Heartland Launches Website of Contrarian Climate Science Amid Struggles With Funding and Controversy

Dogged by layoffs, a problematic spokesperson and an investigation by European journalists, the climate skeptics’ institute returns to its old tactics.

Mar 13, 2020
Naomi Seibt. Credit: Samuel Corum/Getty Images

Naomi Seibt, a 19-year-old climate change skeptic and self-proclaimed climate realist, speaks during a workshop at the Conservative Political Action Conference 2020 on Feb. 28, 2020. Credit: Samuel Corum/Getty Images

The conservative Heartland Institute, which made its name undercutting mainstream climate science, has launched a new effort to try to influence public discussion and political debate about global warming.

The move comes as the organization is reportedly struggling financially and has fallen into renewed controversy over its work in Europe promoting climate denial there. Last week it laid off staff just weeks after it announced the hiring of a teenage German climate skeptic to counter the global popularity of environmental activist Greta Thunberg.

The new website, called Climate at a Glance, includes brief explanations of key climate science and policy issues, many of which are either misleading or inaccurate. 

"It's attempting to emulate a more scientific website than previously," said Robert Brulle, a visiting professor at Brown University who has studied public relations campaigns by the fossil fuel industry. "Other than that it's still the same sort of systematic distortion."

An explainer of a carbon tax, for example, claims wind and solar power are "already very expensive." In fact, those sources of energy are now competitive with or even cheaper than new coal or natural gas plants. A discussion of sea level rise claims that "there has been very little recent acceleration." In truth, the rate of rise has more than doubled in recent years compared to during most of the 20th century.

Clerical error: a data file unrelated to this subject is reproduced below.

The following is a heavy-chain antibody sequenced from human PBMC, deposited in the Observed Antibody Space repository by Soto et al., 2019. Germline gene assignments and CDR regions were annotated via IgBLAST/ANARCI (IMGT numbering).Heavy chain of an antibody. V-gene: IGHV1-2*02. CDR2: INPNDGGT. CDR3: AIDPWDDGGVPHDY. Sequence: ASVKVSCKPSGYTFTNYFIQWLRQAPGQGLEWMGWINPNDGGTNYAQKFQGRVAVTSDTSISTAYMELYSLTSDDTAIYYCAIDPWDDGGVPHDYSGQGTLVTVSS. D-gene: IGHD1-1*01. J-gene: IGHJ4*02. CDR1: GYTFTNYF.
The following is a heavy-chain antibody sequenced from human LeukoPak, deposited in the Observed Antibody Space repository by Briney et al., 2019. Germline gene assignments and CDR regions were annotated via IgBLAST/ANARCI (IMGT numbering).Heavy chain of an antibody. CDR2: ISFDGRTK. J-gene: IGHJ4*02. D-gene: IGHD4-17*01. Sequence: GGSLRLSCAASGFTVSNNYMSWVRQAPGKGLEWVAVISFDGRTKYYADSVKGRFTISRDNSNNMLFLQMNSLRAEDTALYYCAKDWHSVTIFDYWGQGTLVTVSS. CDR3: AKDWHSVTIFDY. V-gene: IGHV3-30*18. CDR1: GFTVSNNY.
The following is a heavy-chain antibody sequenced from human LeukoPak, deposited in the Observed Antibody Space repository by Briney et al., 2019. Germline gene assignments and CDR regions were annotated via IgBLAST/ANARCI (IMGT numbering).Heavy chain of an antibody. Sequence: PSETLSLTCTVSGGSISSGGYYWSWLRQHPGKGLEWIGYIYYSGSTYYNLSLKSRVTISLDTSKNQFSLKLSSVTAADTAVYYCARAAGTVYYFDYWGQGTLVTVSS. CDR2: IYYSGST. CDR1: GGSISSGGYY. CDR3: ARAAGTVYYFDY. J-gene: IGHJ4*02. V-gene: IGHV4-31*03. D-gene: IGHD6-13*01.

The website comes amid evidence that the clout of Heartland and other groups that have promoted skepticism about climate change may be waning. An increasing number of Republican politicians have sought to distance themselves from climate denial. Last month, House Minority Leader Kevin McCarthy of California, a Republican, introduced a package of bills to promote carbon capture and sequestration technology. Sen. Lisa Murkowski (R-Alaska), in her final year as chair of the Senate Energy and Natural Resources Committee, has been attempting to lead a bipartisan effort to pass energy efficiency and technology investment.

"I think they're becoming more and more marginal," Brulle said of Heartland, noting that some major corporate funders such as ExxonMobil distanced themselves from the group years ago. "You have all the big fossil fuel companies, they're not attacking climate science any more."

Last week's layoff was part of what Heartland called a reorganization. But the HuffPost reported that the downsizing of "more than half" the staff was a result of financial problems for the organization. Their report said it was primarily mismanagement, rather than falling revenue, that led to the problems. In recent years, the group's funders have included hedge fund billionaire Robert Mercer, who was President Donald Trump's largest campaign donor in 2016.